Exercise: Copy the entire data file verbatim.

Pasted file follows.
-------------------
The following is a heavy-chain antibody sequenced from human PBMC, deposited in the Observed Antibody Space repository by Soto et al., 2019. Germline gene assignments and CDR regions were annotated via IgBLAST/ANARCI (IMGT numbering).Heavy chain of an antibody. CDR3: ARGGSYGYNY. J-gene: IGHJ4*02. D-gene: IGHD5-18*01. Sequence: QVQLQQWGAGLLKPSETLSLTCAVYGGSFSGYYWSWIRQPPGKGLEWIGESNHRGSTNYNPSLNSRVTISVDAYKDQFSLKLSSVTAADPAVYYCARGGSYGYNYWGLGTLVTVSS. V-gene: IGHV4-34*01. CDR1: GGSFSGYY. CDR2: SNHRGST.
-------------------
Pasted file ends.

The following is a heavy-chain antibody sequenced from human PBMC, deposited in the Observed Antibody Space repository by Soto et al., 2019. Germline gene assignments and CDR regions were annotated via IgBLAST/ANARCI (IMGT numbering).Heavy chain of an antibody. CDR3: ARGGSYGYNY. J-gene: IGHJ4*02. D-gene: IGHD5-18*01. Sequence: QVQLQQWGAGLLKPSETLSLTCAVYGGSFSGYYWSWIRQPPGKGLEWIGESNHRGSTNYNPSLNSRVTISVDAYKDQFSLKLSSVTAADPAVYYCARGGSYGYNYWGLGTLVTVSS. V-gene: IGHV4-34*01. CDR1: GGSFSGYY. CDR2: SNHRGST.